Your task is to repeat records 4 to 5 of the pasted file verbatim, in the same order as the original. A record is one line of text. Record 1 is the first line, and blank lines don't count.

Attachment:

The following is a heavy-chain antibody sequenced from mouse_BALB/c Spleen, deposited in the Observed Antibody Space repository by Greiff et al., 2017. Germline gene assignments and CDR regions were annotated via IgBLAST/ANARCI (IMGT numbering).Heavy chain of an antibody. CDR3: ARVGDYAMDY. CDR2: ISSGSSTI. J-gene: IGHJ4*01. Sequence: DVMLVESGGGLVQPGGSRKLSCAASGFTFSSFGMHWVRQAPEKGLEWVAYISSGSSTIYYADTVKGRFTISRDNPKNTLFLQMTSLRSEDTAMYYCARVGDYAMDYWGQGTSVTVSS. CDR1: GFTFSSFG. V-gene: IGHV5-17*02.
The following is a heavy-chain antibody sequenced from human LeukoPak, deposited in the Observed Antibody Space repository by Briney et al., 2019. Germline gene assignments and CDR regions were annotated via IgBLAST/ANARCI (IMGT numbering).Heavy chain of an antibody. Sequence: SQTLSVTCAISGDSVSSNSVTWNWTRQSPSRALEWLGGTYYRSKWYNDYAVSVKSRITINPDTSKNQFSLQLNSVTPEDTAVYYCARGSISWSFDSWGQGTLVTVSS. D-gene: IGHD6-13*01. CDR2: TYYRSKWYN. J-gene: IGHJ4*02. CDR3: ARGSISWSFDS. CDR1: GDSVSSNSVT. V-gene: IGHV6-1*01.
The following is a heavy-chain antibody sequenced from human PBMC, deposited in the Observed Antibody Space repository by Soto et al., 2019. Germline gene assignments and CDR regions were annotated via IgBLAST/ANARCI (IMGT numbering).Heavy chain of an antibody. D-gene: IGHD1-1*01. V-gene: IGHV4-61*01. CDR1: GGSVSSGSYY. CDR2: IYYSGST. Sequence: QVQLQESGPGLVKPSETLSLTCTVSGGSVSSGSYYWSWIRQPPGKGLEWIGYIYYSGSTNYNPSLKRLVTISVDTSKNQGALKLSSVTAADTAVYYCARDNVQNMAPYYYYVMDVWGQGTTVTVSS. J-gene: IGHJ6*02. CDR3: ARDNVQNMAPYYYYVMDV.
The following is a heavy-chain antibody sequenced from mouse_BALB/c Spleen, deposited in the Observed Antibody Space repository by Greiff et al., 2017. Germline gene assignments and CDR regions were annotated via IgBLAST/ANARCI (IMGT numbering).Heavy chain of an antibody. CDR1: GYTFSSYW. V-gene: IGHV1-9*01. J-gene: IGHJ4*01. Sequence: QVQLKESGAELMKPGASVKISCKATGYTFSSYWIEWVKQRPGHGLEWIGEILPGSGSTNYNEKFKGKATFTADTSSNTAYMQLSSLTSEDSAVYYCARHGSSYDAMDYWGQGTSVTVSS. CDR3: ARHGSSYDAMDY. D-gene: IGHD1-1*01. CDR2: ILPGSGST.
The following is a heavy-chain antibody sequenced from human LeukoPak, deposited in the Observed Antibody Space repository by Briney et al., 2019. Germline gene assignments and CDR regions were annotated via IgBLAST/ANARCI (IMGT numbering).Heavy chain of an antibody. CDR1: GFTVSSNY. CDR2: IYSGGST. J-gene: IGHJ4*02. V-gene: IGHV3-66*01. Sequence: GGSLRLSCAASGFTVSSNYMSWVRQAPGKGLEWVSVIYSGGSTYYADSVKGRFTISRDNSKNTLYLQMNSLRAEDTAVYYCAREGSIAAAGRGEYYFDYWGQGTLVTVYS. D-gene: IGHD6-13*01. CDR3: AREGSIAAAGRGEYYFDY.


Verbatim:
The following is a heavy-chain antibody sequenced from mouse_BALB/c Spleen, deposited in the Observed Antibody Space repository by Greiff et al., 2017. Germline gene assignments and CDR regions were annotated via IgBLAST/ANARCI (IMGT numbering).Heavy chain of an antibody. CDR1: GYTFSSYW. V-gene: IGHV1-9*01. J-gene: IGHJ4*01. Sequence: QVQLKESGAELMKPGASVKISCKATGYTFSSYWIEWVKQRPGHGLEWIGEILPGSGSTNYNEKFKGKATFTADTSSNTAYMQLSSLTSEDSAVYYCARHGSSYDAMDYWGQGTSVTVSS. CDR3: ARHGSSYDAMDY. D-gene: IGHD1-1*01. CDR2: ILPGSGST.
The following is a heavy-chain antibody sequenced from human LeukoPak, deposited in the Observed Antibody Space repository by Briney et al., 2019. Germline gene assignments and CDR regions were annotated via IgBLAST/ANARCI (IMGT numbering).Heavy chain of an antibody. CDR1: GFTVSSNY. CDR2: IYSGGST. J-gene: IGHJ4*02. V-gene: IGHV3-66*01. Sequence: GGSLRLSCAASGFTVSSNYMSWVRQAPGKGLEWVSVIYSGGSTYYADSVKGRFTISRDNSKNTLYLQMNSLRAEDTAVYYCAREGSIAAAGRGEYYFDYWGQGTLVTVYS. D-gene: IGHD6-13*01. CDR3: AREGSIAAAGRGEYYFDY.